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Amulet 6: Escape From Lucien by Kazu Kibuishi
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Below by Meg McKinlay
Birdmen by Lawrence Goldstone
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Burma Chronicles by Guy Delisle
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Ghostbusters, Volume 7: Happy Horror Days! by Erik Burnham
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Hilda and the Black Hound by Luke Pearson
If This Be Sin by Hazel Newlevant
Little Bo in London by Julie Andrews Edwards
Maddy Kettle: The Adventure of the Thimblewitch by Eric Orchard
Madlenka by Peter Sis
Matched by Ally Condie
Neurocomic by Hana Ros and Matteo Farinella
1.4 by Mike A. Lancaster
Over The Wall by Peter Wartman
Sea of Shadows: Age of Legends by Kelley Armstrong
The Shadow Hero by Gene Luen Yang
The Tenth Circle by Jodi Picoult
The Undertaking of Lily Chen by Danica Novgorodoff
The Wind-Up Bird Chronicle by Haruki Murakami
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5 stars: Completely enjoyable or compelling
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Comments for Matched

Matched: 11/26/14

cover art

Matched by Ally Condie is the first of the Matched trilogy. Cassia at age 17 is ready for the matching ceremony and lucky enough to have it fall on her actual birthday. Most teens are matched to other teens living in different cities but Cassia's match ends up being her best friend, who is also present at the ceremony. Just as she's settling into the perfect fairytale ending ever, the picture in her matching info packet changes, to show another boy she knows, and one due to a family crime can never be matched.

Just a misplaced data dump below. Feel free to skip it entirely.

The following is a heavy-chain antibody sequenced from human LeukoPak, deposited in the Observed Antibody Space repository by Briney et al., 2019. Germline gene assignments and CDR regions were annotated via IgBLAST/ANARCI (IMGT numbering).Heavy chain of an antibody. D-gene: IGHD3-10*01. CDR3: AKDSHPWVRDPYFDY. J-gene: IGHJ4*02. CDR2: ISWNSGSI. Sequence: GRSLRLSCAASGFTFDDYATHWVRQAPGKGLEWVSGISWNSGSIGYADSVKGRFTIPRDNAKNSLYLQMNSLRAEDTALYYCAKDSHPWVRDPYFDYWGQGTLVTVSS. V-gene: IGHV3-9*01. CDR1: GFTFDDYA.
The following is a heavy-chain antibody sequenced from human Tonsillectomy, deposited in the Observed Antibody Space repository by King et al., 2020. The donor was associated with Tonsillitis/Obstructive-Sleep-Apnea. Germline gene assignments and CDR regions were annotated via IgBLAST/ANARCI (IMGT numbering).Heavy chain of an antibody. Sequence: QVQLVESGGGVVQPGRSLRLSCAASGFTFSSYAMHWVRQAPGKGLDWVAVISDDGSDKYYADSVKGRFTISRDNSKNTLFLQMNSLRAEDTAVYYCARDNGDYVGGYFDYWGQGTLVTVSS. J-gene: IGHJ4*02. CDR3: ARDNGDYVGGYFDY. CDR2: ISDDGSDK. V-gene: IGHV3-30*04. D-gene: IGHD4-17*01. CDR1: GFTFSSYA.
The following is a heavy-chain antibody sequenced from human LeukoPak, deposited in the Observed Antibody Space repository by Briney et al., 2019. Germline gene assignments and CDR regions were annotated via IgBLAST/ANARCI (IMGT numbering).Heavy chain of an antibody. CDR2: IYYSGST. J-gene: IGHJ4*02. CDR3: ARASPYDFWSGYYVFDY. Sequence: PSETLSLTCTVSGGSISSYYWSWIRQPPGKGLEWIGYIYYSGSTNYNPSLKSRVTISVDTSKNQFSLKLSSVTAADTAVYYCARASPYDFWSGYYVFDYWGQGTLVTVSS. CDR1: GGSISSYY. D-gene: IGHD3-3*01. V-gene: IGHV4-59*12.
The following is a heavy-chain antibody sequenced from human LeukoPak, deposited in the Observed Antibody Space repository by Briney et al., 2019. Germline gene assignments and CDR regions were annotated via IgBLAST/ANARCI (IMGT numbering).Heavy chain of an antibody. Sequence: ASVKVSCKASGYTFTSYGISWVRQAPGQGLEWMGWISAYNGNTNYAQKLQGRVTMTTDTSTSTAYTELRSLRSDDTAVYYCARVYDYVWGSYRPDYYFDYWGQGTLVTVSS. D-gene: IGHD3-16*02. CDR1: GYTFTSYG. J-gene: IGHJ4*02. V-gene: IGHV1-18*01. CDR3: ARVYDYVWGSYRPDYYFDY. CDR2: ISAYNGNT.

That opening scene sets up a near future society familiar to any regular reader of speculative or dystopian fiction. It's set squarely with George Orwell's Nineteen Eighty-Four and Ira Levin's This Perfect Day. As the society seems to be functioning at the start of the book — with a fairly high acceptance rate — I'd say the book is closer to Levin than Orwell.

The Society's stated goal (whether true or not) is to provide the best possible life for all its citizens through the management of personal data. Cassia is on track to be a Sorter — one of the Society who take the data and make decisions based on it. She's very good at it — efficient and observant. And as she has the eyes of the Society for a very important position, she gets glimpses into the seedier underpinnings of it.

And it was through the Sorting plot that I fell in love with the book. See, I'm a sorter too, of a sort. The Society is basically a curated one, a civilization created and run by over zealous librarians who uniformly decided on the 100 best songs, 100 best poems, 100 best novels, 100 best movies and how best to use metadata to manage people.

Five stars

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